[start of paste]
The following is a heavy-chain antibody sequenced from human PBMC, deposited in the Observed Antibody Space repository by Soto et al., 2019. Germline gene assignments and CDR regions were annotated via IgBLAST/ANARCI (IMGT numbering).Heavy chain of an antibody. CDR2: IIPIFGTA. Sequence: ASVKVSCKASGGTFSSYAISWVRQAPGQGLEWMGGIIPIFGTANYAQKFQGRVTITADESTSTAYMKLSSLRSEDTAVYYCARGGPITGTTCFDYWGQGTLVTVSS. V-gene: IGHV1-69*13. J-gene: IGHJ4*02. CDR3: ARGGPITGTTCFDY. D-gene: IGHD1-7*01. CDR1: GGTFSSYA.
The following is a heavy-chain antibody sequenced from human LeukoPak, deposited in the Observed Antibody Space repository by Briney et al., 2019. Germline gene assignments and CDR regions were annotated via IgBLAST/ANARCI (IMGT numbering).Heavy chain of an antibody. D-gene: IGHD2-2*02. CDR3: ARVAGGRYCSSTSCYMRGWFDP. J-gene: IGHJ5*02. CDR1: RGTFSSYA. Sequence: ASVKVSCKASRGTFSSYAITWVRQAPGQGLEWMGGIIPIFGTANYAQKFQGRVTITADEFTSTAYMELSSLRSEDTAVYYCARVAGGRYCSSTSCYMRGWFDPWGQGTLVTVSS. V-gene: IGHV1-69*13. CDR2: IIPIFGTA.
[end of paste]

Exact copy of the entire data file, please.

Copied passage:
The following is a heavy-chain antibody sequenced from human PBMC, deposited in the Observed Antibody Space repository by Soto et al., 2019. Germline gene assignments and CDR regions were annotated via IgBLAST/ANARCI (IMGT numbering).Heavy chain of an antibody. CDR2: IIPIFGTA. Sequence: ASVKVSCKASGGTFSSYAISWVRQAPGQGLEWMGGIIPIFGTANYAQKFQGRVTITADESTSTAYMKLSSLRSEDTAVYYCARGGPITGTTCFDYWGQGTLVTVSS. V-gene: IGHV1-69*13. J-gene: IGHJ4*02. CDR3: ARGGPITGTTCFDY. D-gene: IGHD1-7*01. CDR1: GGTFSSYA.
The following is a heavy-chain antibody sequenced from human LeukoPak, deposited in the Observed Antibody Space repository by Briney et al., 2019. Germline gene assignments and CDR regions were annotated via IgBLAST/ANARCI (IMGT numbering).Heavy chain of an antibody. D-gene: IGHD2-2*02. CDR3: ARVAGGRYCSSTSCYMRGWFDP. J-gene: IGHJ5*02. CDR1: RGTFSSYA. Sequence: ASVKVSCKASRGTFSSYAITWVRQAPGQGLEWMGGIIPIFGTANYAQKFQGRVTITADEFTSTAYMELSSLRSEDTAVYYCARVAGGRYCSSTSCYMRGWFDPWGQGTLVTVSS. V-gene: IGHV1-69*13. CDR2: IIPIFGTA.